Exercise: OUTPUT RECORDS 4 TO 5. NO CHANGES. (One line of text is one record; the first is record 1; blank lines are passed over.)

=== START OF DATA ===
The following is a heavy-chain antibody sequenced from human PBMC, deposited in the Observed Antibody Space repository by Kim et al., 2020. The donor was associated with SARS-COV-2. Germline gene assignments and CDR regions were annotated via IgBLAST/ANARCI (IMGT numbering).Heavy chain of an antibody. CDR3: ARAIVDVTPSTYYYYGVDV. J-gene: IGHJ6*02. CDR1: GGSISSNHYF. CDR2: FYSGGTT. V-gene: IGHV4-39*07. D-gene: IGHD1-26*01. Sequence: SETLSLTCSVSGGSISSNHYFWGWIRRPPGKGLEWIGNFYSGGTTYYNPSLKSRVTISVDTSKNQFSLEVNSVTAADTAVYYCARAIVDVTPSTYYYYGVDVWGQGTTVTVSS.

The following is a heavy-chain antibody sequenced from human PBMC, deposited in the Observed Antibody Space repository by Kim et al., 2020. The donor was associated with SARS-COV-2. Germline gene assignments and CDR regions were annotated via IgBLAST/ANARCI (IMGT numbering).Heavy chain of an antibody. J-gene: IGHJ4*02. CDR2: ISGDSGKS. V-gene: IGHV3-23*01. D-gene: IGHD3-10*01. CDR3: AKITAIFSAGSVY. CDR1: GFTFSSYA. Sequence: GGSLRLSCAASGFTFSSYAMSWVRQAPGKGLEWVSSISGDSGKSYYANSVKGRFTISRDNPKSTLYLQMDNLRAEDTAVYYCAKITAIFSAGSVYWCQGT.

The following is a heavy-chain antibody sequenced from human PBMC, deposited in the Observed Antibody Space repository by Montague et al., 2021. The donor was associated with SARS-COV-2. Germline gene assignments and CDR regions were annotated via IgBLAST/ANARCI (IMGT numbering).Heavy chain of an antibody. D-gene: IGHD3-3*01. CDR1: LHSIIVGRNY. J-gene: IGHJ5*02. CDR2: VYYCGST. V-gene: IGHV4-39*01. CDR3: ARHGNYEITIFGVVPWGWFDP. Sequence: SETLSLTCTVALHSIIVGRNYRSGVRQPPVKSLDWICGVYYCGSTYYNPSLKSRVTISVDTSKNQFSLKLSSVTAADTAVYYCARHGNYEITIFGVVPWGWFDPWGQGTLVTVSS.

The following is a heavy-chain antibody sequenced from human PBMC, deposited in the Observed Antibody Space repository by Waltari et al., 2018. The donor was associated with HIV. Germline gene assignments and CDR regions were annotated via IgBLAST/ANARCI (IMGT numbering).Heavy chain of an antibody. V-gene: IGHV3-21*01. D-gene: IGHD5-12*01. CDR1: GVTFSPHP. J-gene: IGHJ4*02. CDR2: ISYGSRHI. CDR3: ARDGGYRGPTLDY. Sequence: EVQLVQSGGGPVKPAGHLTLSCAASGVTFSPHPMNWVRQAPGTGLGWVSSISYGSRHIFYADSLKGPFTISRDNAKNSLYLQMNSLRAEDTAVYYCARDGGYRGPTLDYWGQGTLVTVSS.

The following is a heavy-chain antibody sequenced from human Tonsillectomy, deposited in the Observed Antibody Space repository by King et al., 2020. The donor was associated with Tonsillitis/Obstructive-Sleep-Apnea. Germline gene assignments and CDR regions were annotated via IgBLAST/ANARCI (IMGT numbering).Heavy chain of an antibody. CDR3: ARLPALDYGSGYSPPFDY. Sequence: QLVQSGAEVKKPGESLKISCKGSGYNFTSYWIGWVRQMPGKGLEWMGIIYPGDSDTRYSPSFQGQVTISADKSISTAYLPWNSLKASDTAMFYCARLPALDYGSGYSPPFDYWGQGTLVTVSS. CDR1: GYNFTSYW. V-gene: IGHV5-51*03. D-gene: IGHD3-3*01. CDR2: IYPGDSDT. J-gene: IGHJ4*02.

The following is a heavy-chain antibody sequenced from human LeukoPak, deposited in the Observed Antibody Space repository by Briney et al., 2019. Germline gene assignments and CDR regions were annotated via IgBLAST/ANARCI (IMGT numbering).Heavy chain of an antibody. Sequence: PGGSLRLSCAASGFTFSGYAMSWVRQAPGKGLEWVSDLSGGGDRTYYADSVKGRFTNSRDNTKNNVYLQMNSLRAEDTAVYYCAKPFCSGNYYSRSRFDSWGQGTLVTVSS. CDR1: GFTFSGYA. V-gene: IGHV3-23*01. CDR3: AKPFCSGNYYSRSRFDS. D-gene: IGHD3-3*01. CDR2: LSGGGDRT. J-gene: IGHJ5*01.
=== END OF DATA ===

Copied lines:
The following is a heavy-chain antibody sequenced from human PBMC, deposited in the Observed Antibody Space repository by Waltari et al., 2018. The donor was associated with HIV. Germline gene assignments and CDR regions were annotated via IgBLAST/ANARCI (IMGT numbering).Heavy chain of an antibody. V-gene: IGHV3-21*01. D-gene: IGHD5-12*01. CDR1: GVTFSPHP. J-gene: IGHJ4*02. CDR2: ISYGSRHI. CDR3: ARDGGYRGPTLDY. Sequence: EVQLVQSGGGPVKPAGHLTLSCAASGVTFSPHPMNWVRQAPGTGLGWVSSISYGSRHIFYADSLKGPFTISRDNAKNSLYLQMNSLRAEDTAVYYCARDGGYRGPTLDYWGQGTLVTVSS.

The following is a heavy-chain antibody sequenced from human Tonsillectomy, deposited in the Observed Antibody Space repository by King et al., 2020. The donor was associated with Tonsillitis/Obstructive-Sleep-Apnea. Germline gene assignments and CDR regions were annotated via IgBLAST/ANARCI (IMGT numbering).Heavy chain of an antibody. CDR3: ARLPALDYGSGYSPPFDY. Sequence: QLVQSGAEVKKPGESLKISCKGSGYNFTSYWIGWVRQMPGKGLEWMGIIYPGDSDTRYSPSFQGQVTISADKSISTAYLPWNSLKASDTAMFYCARLPALDYGSGYSPPFDYWGQGTLVTVSS. CDR1: GYNFTSYW. V-gene: IGHV5-51*03. D-gene: IGHD3-3*01. CDR2: IYPGDSDT. J-gene: IGHJ4*02.